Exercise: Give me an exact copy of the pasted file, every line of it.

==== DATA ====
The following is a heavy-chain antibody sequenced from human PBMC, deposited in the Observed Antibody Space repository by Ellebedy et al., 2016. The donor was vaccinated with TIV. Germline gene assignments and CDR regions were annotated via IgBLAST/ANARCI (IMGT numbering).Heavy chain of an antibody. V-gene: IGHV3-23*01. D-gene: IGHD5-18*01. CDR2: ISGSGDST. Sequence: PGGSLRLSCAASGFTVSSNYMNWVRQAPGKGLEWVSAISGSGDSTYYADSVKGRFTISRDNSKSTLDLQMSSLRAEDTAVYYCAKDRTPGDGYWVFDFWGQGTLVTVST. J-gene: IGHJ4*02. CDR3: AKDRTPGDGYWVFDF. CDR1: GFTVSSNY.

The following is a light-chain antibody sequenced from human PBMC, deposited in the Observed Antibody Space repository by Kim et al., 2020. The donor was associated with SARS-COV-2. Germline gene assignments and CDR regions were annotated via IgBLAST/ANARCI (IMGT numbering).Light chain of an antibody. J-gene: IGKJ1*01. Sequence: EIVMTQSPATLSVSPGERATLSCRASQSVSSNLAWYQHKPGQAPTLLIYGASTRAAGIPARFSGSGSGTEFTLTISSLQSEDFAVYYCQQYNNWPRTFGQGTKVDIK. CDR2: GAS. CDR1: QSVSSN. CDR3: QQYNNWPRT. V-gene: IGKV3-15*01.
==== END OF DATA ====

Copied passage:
The following is a heavy-chain antibody sequenced from human PBMC, deposited in the Observed Antibody Space repository by Ellebedy et al., 2016. The donor was vaccinated with TIV. Germline gene assignments and CDR regions were annotated via IgBLAST/ANARCI (IMGT numbering).Heavy chain of an antibody. V-gene: IGHV3-23*01. D-gene: IGHD5-18*01. CDR2: ISGSGDST. Sequence: PGGSLRLSCAASGFTVSSNYMNWVRQAPGKGLEWVSAISGSGDSTYYADSVKGRFTISRDNSKSTLDLQMSSLRAEDTAVYYCAKDRTPGDGYWVFDFWGQGTLVTVST. J-gene: IGHJ4*02. CDR3: AKDRTPGDGYWVFDF. CDR1: GFTVSSNY.

The following is a light-chain antibody sequenced from human PBMC, deposited in the Observed Antibody Space repository by Kim et al., 2020. The donor was associated with SARS-COV-2. Germline gene assignments and CDR regions were annotated via IgBLAST/ANARCI (IMGT numbering).Light chain of an antibody. J-gene: IGKJ1*01. Sequence: EIVMTQSPATLSVSPGERATLSCRASQSVSSNLAWYQHKPGQAPTLLIYGASTRAAGIPARFSGSGSGTEFTLTISSLQSEDFAVYYCQQYNNWPRTFGQGTKVDIK. CDR2: GAS. CDR1: QSVSSN. CDR3: QQYNNWPRT. V-gene: IGKV3-15*01.